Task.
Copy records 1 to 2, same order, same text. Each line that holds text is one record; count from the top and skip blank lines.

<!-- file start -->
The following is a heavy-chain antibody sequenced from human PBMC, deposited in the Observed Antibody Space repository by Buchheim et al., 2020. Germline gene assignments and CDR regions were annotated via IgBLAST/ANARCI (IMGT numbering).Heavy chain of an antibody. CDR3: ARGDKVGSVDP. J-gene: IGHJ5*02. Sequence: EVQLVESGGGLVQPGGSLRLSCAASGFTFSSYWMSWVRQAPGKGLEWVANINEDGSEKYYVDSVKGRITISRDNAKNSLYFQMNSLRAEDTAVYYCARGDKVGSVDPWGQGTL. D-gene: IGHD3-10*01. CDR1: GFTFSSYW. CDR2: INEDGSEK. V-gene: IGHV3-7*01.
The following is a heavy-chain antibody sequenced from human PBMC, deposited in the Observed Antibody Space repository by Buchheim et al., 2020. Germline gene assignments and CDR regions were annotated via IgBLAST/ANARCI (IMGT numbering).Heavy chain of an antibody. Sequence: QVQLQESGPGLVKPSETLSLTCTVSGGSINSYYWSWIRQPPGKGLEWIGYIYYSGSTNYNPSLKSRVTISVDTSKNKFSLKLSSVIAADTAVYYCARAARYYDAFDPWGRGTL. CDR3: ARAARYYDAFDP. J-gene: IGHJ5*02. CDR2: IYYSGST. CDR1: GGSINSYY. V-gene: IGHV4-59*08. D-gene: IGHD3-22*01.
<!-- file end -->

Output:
The following is a heavy-chain antibody sequenced from human PBMC, deposited in the Observed Antibody Space repository by Buchheim et al., 2020. Germline gene assignments and CDR regions were annotated via IgBLAST/ANARCI (IMGT numbering).Heavy chain of an antibody. CDR3: ARGDKVGSVDP. J-gene: IGHJ5*02. Sequence: EVQLVESGGGLVQPGGSLRLSCAASGFTFSSYWMSWVRQAPGKGLEWVANINEDGSEKYYVDSVKGRITISRDNAKNSLYFQMNSLRAEDTAVYYCARGDKVGSVDPWGQGTL. D-gene: IGHD3-10*01. CDR1: GFTFSSYW. CDR2: INEDGSEK. V-gene: IGHV3-7*01.
The following is a heavy-chain antibody sequenced from human PBMC, deposited in the Observed Antibody Space repository by Buchheim et al., 2020. Germline gene assignments and CDR regions were annotated via IgBLAST/ANARCI (IMGT numbering).Heavy chain of an antibody. Sequence: QVQLQESGPGLVKPSETLSLTCTVSGGSINSYYWSWIRQPPGKGLEWIGYIYYSGSTNYNPSLKSRVTISVDTSKNKFSLKLSSVIAADTAVYYCARAARYYDAFDPWGRGTL. CDR3: ARAARYYDAFDP. J-gene: IGHJ5*02. CDR2: IYYSGST. CDR1: GGSINSYY. V-gene: IGHV4-59*08. D-gene: IGHD3-22*01.